4. Limit attendance and keep a record of attendees. Host more intimate gatherings this year; it is a lot easier to keep track of attendees in case you need to do contact tracing. If you have multiple business locations, host smaller individual gatherings for each one. Team bonding with those from their own locations can have greater impact on employee engagement and work performance. If you have a large workforce, consider giving your department heads a budget to do something special for their team instead a company-wide holiday gathering.
  5. Consider outdoor celebrations. The CDC has encouraged outdoor gatherings this year because they are less risky than indoor events. The CDC recommends if you are setting up outdoor seating under a pop-up, open-air tent, ensure guests are still seated at least six feet apart. Using enclosed four-wall tents will have less air circulation than open-air tents. If the outdoor temperature or weather forces you to put up the tent sidewalls, consider leaving one or more sides open or rolling up the bottom 12 inches of each sidewall to enhance ventilation while still providing a windbreak.
  6. Say goodbye to buffet-style serving. Buffet-style serving is convenient and, in some cases, more affordable. But people probably will not feel comfortable with communal serving options like buffets, snack bowls, self-serve pitchers or pre-poured beverages. Avoid offering any self-serve food or drink options, such as buffets, salad bars and drink stations. Consider having pre-packaged boxes or bags for each attendee. Invest in bartenders and catering staff to individually serve people.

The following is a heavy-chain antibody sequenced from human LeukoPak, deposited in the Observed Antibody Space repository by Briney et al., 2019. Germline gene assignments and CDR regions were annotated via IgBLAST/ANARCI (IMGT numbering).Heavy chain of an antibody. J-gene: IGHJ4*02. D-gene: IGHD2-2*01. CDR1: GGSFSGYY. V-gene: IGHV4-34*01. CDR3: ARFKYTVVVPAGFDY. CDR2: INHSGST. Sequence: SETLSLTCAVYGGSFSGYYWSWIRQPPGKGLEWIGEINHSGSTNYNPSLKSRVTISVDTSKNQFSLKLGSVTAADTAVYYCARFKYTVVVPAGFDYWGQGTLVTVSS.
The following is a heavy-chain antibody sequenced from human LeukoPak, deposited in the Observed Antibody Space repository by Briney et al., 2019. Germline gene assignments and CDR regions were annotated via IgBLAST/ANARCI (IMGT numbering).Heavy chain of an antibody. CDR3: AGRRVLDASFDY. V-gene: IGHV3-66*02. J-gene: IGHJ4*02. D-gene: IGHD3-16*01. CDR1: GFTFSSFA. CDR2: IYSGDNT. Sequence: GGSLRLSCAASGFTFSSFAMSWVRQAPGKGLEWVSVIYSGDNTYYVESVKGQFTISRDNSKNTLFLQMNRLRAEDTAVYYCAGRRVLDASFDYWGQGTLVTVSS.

7. Consider hosting a virtual holiday party instead. The safest option this year will once again be to host your company’s holiday event virtually. Virtual holiday parties have become a new holiday tradition and have the ability to create a sense of community for workers you do not get to see during off hours. There are many activities, like dressing up in your favorite holiday sweater, scavenger hunts or gift exchanges. Nowadays, you can host a hybrid event for some employees who can be on-site while others join through Zoom and other platforms. This gives you the chance to include vulnerable individuals who cannot attend the party physically.

Assuring the safety of yourself and your workers is a top priority in your small business. There are many ways to celebrate safely this year, and following CDC guidelines and local mandates will give you peace of mind. If you plan to incorporate an in-person component into your workplace celebrations this year, use your best judgment and keep yourself updated on the changing conditions in your area.

EDGAR RAFAEL OLIVO is a bilingual business educator, economic advisor, and contributor for several media outlets. He’s a nonprofit executive who is passionate about education. He is certified in finance and data analytics and holds a business degree from Arizona State University.

Para la versión en español de este artículo, haga clic aquí.